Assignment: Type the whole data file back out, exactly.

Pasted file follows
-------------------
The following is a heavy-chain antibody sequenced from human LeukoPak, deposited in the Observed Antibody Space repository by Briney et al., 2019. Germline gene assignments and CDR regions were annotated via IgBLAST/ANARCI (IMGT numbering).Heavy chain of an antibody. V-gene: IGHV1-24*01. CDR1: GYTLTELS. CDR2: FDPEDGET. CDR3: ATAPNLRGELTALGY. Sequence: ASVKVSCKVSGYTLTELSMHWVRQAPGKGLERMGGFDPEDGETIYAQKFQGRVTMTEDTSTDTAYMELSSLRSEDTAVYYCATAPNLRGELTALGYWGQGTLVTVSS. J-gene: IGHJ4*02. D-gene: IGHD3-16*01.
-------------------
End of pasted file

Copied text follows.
The following is a heavy-chain antibody sequenced from human LeukoPak, deposited in the Observed Antibody Space repository by Briney et al., 2019. Germline gene assignments and CDR regions were annotated via IgBLAST/ANARCI (IMGT numbering).Heavy chain of an antibody. V-gene: IGHV1-24*01. CDR1: GYTLTELS. CDR2: FDPEDGET. CDR3: ATAPNLRGELTALGY. Sequence: ASVKVSCKVSGYTLTELSMHWVRQAPGKGLERMGGFDPEDGETIYAQKFQGRVTMTEDTSTDTAYMELSSLRSEDTAVYYCATAPNLRGELTALGYWGQGTLVTVSS. J-gene: IGHJ4*02. D-gene: IGHD3-16*01.